Conservatives attack Labour over latest pledge to lift benefits freeze
The Conservatives have accused Labour of making further unfunded spending promises after Jeremy Corbyn called on the Government end the freeze on working-age benefits.
There was confusion about Labour’s own policy on the cash-terms freeze during the election campaign, after Mr Corbyn told journalists “clearly we’re not going to freeze benefits”, before appearing to U-turn on that multi-billion pound pledge within a couple of hours.
He said instead that other welfare spending commitments, including £2bn earmarked to mitigate the impact of some cuts to Universal Credit, would ease the impact of the benefits freeze.
At a rally in Lanarkshire today, Mr Corbyn said Labour was in favour of completely lifting the freeze.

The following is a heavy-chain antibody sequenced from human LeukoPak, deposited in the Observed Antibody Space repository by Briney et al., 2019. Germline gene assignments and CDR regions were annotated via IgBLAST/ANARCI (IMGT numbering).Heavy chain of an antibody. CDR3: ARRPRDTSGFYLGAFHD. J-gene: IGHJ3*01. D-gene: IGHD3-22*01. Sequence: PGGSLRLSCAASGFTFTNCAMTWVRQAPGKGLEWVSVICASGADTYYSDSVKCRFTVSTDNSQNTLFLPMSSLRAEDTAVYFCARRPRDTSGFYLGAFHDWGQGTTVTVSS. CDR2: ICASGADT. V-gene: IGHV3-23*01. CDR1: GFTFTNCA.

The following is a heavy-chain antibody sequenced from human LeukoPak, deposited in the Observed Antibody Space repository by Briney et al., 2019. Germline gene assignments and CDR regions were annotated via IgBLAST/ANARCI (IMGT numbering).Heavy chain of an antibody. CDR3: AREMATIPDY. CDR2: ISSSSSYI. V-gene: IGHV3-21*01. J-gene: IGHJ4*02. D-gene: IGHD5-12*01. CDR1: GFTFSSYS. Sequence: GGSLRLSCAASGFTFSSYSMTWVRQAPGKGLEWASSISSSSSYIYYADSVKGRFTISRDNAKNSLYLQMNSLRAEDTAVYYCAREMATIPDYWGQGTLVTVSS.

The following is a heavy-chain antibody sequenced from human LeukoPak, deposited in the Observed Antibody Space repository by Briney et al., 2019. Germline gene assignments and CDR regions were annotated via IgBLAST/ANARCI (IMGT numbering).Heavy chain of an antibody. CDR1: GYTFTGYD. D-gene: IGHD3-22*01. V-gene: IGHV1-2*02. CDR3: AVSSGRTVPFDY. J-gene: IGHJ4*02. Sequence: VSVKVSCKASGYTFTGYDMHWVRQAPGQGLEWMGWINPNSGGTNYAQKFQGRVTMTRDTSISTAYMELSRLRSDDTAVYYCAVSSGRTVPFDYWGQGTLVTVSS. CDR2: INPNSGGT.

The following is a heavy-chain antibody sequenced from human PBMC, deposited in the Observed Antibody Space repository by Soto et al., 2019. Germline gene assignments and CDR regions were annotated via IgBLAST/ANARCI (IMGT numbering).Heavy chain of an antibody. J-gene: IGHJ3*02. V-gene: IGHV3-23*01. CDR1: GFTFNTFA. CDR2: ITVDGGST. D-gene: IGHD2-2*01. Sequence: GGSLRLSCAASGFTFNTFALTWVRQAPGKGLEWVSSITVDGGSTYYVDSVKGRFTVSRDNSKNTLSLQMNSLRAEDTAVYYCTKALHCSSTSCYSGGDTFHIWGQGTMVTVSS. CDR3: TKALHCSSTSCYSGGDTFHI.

“Labour will take a different approach to our social security system, which under the Tories is failing our pensioners, the working poor, and disabled people,” he said.
“We will lift the freeze on social security, using part of the billions we set aside for reform in our costed manifesto, by recycling social security savings made by introducing a real Living Wage of £10 an hour, and by building the affordable homes we need.”
Liz Truss, the Chief Secretary to the Treasury, has hit back at Mr Corbyn today, claiming Labour had not set out where the funding for the policy would come from.
“Labour spent their whole election campaign promising the country things they simply couldn’t afford and they’re doing the same thing again,” the Conservative minister said.
“Ending this freeze would cost a massive £12.9 billion and leave ordinary, hardworking people footing the bill. If Labour want people to put their hands in their pockets to pay for this they must set out where the money will come from.
“It is clear that Labour’s sums simply don’t add up. Only the Conservatives have the plan to build a stronger economy so that we don’t burden future generations with our debt.”
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